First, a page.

Hiking to Calanque d’En Vau from the Col de la Gineste (More Accessible Route)

  • 4hr return
  • Easy
  • 11km return

For my birthday hike last year, I decided I wanted to try a different route into Calanque d’En Vau.

This time, we’d planned to start the walk at the Col de la Gardiole. But it wasn’t until we got closer, that we realised access to cars is now prohibited, so you have to start at the car park on the side of the D559 (see the map).

This hike is longer in distance than the other two options, but as it doesn’t require any climbing, or difficult parts, it takes roughly the same time to walk.

You also have the option of taking bikes on this hike, either partway, and locking the bikes up at the Col de la Gardiole, or the full way if you’re a confident mountain biker.

The first part, to the Col de la Gardiole is paved and you can follow the road with your bike, or cut through the bush via a walking track on foot.

This walk cuts a route inland, but you still get some stunning vistas on your way down, and it’s much quieter than the coastal track. I found this trail manageable with our 7yo in tow.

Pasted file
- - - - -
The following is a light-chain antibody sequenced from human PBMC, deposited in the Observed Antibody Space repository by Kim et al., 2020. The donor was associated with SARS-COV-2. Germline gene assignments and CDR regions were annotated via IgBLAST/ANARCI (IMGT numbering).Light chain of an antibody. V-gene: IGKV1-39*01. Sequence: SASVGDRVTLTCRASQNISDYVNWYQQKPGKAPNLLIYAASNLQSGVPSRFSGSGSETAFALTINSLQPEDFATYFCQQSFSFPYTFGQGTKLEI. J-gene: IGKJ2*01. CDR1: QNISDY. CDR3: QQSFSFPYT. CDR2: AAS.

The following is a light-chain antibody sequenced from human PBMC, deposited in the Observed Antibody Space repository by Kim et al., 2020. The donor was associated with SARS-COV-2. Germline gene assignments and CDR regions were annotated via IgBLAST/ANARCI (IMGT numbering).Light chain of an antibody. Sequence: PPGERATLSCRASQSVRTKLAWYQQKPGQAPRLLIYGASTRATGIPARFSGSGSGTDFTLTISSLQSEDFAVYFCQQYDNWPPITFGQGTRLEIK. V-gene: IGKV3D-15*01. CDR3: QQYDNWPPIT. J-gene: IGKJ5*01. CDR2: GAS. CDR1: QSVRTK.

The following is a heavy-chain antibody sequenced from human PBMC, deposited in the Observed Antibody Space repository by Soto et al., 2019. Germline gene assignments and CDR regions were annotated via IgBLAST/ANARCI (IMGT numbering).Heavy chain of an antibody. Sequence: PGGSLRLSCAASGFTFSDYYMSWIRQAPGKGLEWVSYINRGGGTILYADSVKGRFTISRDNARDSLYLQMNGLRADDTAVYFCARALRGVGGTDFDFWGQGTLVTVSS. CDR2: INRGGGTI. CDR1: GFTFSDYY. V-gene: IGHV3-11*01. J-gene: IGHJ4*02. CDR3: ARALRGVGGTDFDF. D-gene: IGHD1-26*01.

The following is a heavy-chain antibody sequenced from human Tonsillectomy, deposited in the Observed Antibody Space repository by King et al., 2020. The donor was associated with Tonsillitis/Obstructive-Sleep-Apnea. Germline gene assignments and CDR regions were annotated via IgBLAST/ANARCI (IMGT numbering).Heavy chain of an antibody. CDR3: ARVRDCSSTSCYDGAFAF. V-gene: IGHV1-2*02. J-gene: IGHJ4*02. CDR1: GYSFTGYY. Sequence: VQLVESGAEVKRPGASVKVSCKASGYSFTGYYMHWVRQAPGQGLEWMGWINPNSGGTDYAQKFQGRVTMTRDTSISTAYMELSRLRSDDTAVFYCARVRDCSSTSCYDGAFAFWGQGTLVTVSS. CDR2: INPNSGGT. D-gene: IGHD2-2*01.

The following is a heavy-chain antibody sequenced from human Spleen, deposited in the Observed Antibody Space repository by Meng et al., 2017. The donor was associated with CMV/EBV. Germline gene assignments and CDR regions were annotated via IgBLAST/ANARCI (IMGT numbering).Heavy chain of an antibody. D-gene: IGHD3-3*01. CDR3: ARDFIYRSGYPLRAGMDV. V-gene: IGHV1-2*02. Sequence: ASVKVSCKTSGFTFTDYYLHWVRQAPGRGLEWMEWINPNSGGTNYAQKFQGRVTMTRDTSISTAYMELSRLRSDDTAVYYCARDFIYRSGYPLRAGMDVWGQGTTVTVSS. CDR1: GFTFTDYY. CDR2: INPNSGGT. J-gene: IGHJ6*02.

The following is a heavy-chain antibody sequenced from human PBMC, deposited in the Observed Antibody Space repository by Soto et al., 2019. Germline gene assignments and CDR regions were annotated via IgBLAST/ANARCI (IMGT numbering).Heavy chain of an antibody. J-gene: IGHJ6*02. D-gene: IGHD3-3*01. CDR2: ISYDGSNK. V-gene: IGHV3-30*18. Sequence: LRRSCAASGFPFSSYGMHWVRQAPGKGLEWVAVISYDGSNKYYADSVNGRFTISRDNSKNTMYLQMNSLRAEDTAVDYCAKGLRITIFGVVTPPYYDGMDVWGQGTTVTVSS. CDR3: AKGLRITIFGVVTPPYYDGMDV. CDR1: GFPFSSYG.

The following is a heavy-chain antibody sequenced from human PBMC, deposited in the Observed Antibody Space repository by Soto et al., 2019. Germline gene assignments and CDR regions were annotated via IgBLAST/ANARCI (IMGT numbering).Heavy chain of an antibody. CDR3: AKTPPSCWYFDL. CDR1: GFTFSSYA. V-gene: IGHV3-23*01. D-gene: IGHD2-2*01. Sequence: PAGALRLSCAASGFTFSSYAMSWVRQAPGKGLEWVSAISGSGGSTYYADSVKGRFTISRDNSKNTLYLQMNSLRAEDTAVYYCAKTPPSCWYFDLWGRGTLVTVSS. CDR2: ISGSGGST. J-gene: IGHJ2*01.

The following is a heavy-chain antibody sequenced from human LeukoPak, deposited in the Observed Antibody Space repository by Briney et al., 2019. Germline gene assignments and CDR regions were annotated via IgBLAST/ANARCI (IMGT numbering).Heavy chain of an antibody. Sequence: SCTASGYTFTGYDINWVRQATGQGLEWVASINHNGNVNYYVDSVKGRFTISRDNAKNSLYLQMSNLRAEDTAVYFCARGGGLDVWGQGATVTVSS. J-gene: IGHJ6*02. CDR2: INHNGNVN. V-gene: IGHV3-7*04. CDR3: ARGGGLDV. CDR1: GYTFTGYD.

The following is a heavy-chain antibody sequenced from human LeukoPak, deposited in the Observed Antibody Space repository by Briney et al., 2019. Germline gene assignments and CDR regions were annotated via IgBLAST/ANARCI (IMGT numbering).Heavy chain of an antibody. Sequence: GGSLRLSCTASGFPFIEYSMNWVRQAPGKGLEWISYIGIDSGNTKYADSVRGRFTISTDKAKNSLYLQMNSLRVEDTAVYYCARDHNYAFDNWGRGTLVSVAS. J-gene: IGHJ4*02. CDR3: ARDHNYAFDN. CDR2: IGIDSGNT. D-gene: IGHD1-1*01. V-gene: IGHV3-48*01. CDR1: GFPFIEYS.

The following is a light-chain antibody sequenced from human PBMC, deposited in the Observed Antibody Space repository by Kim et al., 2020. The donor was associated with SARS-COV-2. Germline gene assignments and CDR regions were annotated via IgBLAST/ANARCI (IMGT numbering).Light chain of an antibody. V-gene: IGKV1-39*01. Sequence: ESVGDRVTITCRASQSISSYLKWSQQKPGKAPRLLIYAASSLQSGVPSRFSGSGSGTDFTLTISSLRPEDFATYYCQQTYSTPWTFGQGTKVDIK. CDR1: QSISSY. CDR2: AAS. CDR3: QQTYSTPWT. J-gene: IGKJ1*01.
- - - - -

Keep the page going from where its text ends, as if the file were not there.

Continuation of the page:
On the way back, we decided to scale the rocky steep path that connects Calanque d’En Vau with the walking track options listed above, and then follow this path back to the Col de la Gardiole, but you can of course, simply follow the same track back as you came in.

Photos from this route:

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Getting to Calanque d’En Vau via the Sea

Considering the two-hour hike to Calanque d’En Vau, taking to the sea is a valid option for making the trip quicker. Especially if you start at Port Miou.

Option #1 – Kayaking

Kayak Cassis offer half, full day, or weekend kayak rental from Port Miou. I’d recommend taking the day, so you can pull up at any of the beaches, take your time, and discover the intricacies of the cliff walls as you paddle.

Alternatively, if you’re not confident going it alone, you can book a guided kayak tour from Port Miou. Tours last 6 hours, and you’ll learn all the local secrets as you go. Learn more and book here.

Option #2 – Boat Trip

If you’re not lucky enough to have your own boat, there are plenty of services that will deliver you to Calanque d’En Vau via a scenic ride.

If you don’t want to get your feet wet, sightseeing tours leave Cassis regularly. You can choose the length of the tour, and buy tickets at the wooden kiosk on the port. Booking in advance isn’t neseccary.